Essex County farmers facing pressures beyond the weather

AM800-News-Tractor-Harvest-Road

Farmers across Essex County are hoping for some warm, sunny days ahead this week so they can begin planting this year's crop.

But the weather is just one factor farmers need to worry about this spring.

Leo Guilbeault, President of the Essex County Federation of Agriculture, says so far it's been cool and wet, so planting hasn't begun yet for corn and soybeans.

Guilbeault, who farms 2,000 acres of land between Belle River and St.Joachim, says they need a nice 10-day stretch of nice weather before they can get out in the fields and get some work done.

On top of the weather, he says prices are also going up.

"You look at the price of fertilizer, it's tripled since last year. Herbicides, some of they have doubled. Certainly the cost of diesel, farm diesel last year was at 97-cents, today we're at $2.40. So it's more than doubled," he says. I mean.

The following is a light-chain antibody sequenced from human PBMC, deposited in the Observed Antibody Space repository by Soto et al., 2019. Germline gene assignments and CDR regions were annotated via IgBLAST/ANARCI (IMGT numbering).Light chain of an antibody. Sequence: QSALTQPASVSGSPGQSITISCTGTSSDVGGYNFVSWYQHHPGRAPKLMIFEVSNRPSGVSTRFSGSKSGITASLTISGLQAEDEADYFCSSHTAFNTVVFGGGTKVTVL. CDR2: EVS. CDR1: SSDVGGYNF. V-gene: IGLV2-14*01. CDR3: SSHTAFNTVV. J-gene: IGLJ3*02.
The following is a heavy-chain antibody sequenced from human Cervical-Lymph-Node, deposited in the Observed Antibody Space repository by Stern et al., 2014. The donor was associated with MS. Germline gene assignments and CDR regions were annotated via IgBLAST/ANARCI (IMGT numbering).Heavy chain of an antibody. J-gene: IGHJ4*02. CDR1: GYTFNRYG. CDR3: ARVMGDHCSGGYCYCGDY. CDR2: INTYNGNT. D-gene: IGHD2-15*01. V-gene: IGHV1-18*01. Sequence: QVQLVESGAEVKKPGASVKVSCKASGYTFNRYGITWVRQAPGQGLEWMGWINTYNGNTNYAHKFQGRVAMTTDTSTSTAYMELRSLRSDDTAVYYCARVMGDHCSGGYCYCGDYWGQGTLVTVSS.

Guilbeault says the increase in expenses certianly makes you watch money a little bit closer.

"Although our commodity prices for corn, beans and wheat is up also, but it hasn't tripled compared to the cost of our expenses," he says. "We still have to watch, like any otjher year in farming, you have to balance your budget and make sure at the end of the day you can make a little money. If we don't we're not in this business for long."

Guilbeault says the war in Ukraine is also causing issues as a lot of their supplies are moved internationally.

"Certianly a big chuck of it comes from Ukraine and Russia, as far as our nitrogen fertilizers. It's put a strain on the system and the supply, whidch of course when you have a short supply, prices go up," he says.

Guilbeault adds even getting parts for equipment has been a struggled due to supply chain issues.